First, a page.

One of the advances in AI is the training of algorithms to detect disease in the human body.
Using image analysis, software can be trained to identify tell-tale signs of disease, and in many cases the software is beating what medical professionals can detect.
For the patient, this means early detection and greater success in treatment since the disease is detected at an earlier time.
Yet with all advances, there is the human factor. In a recent editorial piece, the NY Times hosted an article discussing how deletion or addition of a few dots of data (“pixels”) can change a diagnosis from negative to positive (in cases where they want to meet their quota/sales forecast) or from positive detection to negative (minimize the health benefits the patient is entitled to).
The NY Time editorial states
In a paper published on Thursday in the journal Science, the researchers raise the prospect of “adversarial attacks” — manipulations that can change the behavior of A.I. systems using tiny pieces of digital data. By changing a few pixels on a lung scan, for instance, someone could fool an A.I. system into seeing an illness that is not really there, or not seeing one that is.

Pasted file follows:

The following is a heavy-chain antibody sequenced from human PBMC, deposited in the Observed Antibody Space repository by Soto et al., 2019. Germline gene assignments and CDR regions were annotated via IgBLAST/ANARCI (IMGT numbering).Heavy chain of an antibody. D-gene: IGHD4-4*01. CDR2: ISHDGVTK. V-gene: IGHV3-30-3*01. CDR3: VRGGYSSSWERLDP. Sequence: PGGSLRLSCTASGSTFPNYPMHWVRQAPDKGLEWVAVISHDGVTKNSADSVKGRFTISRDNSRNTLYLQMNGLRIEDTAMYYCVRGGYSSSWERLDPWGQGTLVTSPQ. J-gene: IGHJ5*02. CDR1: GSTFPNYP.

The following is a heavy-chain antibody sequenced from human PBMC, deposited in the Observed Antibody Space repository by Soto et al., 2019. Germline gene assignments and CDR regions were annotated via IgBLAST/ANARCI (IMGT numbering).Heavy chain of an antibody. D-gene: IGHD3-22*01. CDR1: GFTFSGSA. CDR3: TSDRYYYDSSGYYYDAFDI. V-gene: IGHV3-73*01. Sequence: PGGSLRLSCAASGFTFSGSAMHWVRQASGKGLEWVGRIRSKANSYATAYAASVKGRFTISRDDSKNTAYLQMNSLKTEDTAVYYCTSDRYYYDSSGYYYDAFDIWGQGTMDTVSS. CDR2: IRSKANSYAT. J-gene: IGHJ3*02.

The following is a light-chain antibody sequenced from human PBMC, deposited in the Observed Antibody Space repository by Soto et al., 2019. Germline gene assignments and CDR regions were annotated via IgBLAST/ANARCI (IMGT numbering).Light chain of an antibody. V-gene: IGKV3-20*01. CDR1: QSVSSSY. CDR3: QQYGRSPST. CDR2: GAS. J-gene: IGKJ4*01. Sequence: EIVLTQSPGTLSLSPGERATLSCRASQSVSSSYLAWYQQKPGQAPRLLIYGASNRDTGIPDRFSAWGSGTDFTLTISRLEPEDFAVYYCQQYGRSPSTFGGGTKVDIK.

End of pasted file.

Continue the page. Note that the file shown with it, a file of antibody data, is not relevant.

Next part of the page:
Samuel Finlayson, a researcher at Harvard Medical School and M.I.T. and one of the authors of the paper, warned that because so much money changes hands across the health care industry, stakeholders are already bilking the system by subtly changing billing codes and other data in computer systems that track health care visits. A.I. could exacerbate the problem.https://www.nytimes.com/2019/03/21/science/health-medicine-artificial-intelligence.html
“The inherent ambiguity in medical information, coupled with often-competing financial incentives, allows for high-stakes decisions to swing on very subtle bits of information,” he said.
Let us insist in oversight and regulation in the coming age where artificial intelligence runs critical decisions such as medical diagnosis systems.